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Editorial ARTICLE

Front. Oncol., 27 August 2020 |

Editorial: Optimizing Local Therapy for High-Risk Prostate Cancer: Evidence and Emerging Options

  • 1Department of Radiation Oncology, Penn State Cancer Institute, Hershey, PA, United States
  • 2Department of Radiation Oncology, Michigan Medicine, University of Michigan, Ann Arbor, MI, United States
  • 3Department of Radiation Oncology, University of California, Los Angeles, Los Angeles, CA, United States
  • 4Department of Urology, University of Virginia, Charlottesville, VA, United States
  • 5Department of Radiation Oncology, School of Medicine, University of Virginia, Charlottesville, VA, United States

Recent evidence has suggested an important role for local therapy across the spectrum of prostate cancer, including localized and as well as low-volume metastatic prostate cancers, in maximizing cure rates for prostate cancer (13). The National Comprehensive Cancer Network (NCCN) guidelines have changed dramatically for these patients in the past several decades. For example, in 2012, for high risk localized disease, the guidelines generally recommended definitive external beam radiation therapy + androgen deprivation therapy (category 1) and radical prostatectomy and appropriate adjuvant or salvage therapy (category 2). In 2017, the guidelines changed so that surgical intervention had a category 1 recommendation; however, in 2019, the guidelines changed again to include external beam radiation therapy + androgen deprivation therapy (category 1) or external beam radiation therapy + brachytherapy boost + androgen deprivation therapy (category 2).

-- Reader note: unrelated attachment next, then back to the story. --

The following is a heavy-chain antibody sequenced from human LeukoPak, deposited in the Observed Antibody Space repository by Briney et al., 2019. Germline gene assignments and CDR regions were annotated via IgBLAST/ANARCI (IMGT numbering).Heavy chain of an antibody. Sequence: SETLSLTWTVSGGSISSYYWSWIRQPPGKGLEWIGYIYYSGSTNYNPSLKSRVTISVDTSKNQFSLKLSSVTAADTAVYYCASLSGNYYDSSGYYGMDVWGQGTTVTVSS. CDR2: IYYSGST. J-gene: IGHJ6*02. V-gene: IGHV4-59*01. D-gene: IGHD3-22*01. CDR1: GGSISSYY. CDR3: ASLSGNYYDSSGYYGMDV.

These changes in the guidelines came from newly published studies, and as of 2020, the ideal management of high-risk prostate cancer continues to evolve, mostly because almost all studies have been observational and retrospective (4, 5). A randomized trial of surgery vs. radiation therapy in the setting of high risk disease has only recently gotten underway with the SPCG-15 trial (6), which randomizes between radical prostatectomy vs. androgen deprivation therapy in combination with external beam radiation therapy ± high dose-rate brachytherapy boost.

Further, in patients with low volume metastatic disease, novel therapeutic combination approaches directed toward the primary tumor, and potentially areas of metastasis, are being investigated as strategies to increase cure rates and extend life for men with high risk and metastatic prostate cancers (79). Although this is an exciting area for research and contemporary clinical practice for prostate cancer, a range of considerations remain undefined.